you, the owner, to earn (if you are not already making that amount).
    Would you like to pay your employees more than they are currently
    making? Would you like to provide health or other benefits? Planning
    for these items is an important step towards achieving your profit
    goals.

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Operating expenses directly affect what you
must charge for your products or services. And the efficiency
rating of your business directly impacts your operating expense.
Your available hours to generate revenue dictate what you must
charge per hour. Consider the following likely scenarios: you
pay an employee 52 weeks pay per year, but two of those weeks
are vacation pay; you pay for six holidays per year; some employees
take off one or two days per year because of illness or other
necessity; some employees come in five to 10 minutes late twice
a month.

All of these factors (and more) impact what
you may need to charge per hour for labor, or what you need to
average per hour in parts sales. Take 52 weeks times 40 hours
per week and you have a total of 2,080 hours. These 2,080 hours
minus 80 hours vacation time, 48 hours holiday pay, 16 hours absent
because of illness, and four hours per year due to being late
to work now equals just 1,932 hours available to generate revenue.

To achieve your profit margin goals, you must
know your cost per hour, and you must know your available hours
to generate revenue. Let’s say that the average hours available
per employee is 1,932 per year. Let’s say you have three employees,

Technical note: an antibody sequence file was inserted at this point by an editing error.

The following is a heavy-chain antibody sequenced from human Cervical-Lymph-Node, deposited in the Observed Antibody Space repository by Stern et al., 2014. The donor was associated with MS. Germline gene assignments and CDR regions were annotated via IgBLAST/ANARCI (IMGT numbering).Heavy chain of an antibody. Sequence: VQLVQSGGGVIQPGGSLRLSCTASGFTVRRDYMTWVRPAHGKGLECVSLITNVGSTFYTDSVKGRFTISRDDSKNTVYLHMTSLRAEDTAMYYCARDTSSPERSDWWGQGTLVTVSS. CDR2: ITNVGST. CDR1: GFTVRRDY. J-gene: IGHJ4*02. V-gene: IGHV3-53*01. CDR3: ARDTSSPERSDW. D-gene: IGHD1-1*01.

and your annual operating expense is $230,000. Three employees
times 1,932 hours available per employee, equals 5,796 hours per
year (your maximum available hours to produce revenue). Now take
the $230,000 and divide it by 5,796 hours (your total available
billing hours). Just to meet operating expenses, your cost per
hour would equal $39.68, and that’s if you were 100% efficient.

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You can see from this exercise how important
production efficiencies really are. You should never be satisfied
with them; you should always be trying to improve your efficiency.
Your employees can be a great source for those ideas to improve
efficiency. Let’s say that you only bill an average of 5.6 hours
out of every eight-hour day, in other words you are 70% efficient
(5.6 divided by 8). That means you need to charge $56.69 per hour
based on your efficiency rating just to cover your expenses.

But you must also figure in profit. Profit
is what will pay for your business growth, the maintenance and/or
replacement of machinery, and salaries and benefits. If you are
conservative and figure a 10% return on actual investment of $230,000,
that would be a $23,000 profit goal. I don’t think 10% is a very
large number when you consider that the local bank would pay 4%
to 5% as a passbook saving’s rate. So, 10% profit would translate
into an hourly rate of $62.36, which would also cover shop expenses
at your present efficiency rating.

When examining operating expenses, the five
items we’ve just listed should also be a line item expense when
you calculate what you charge per hour for labor and the gross
margin you need on parts. Of course, there are other items to
look at too, such as inventory shrinkage, underestimating your
expenses, updating or replacing shop tools and supplies, employee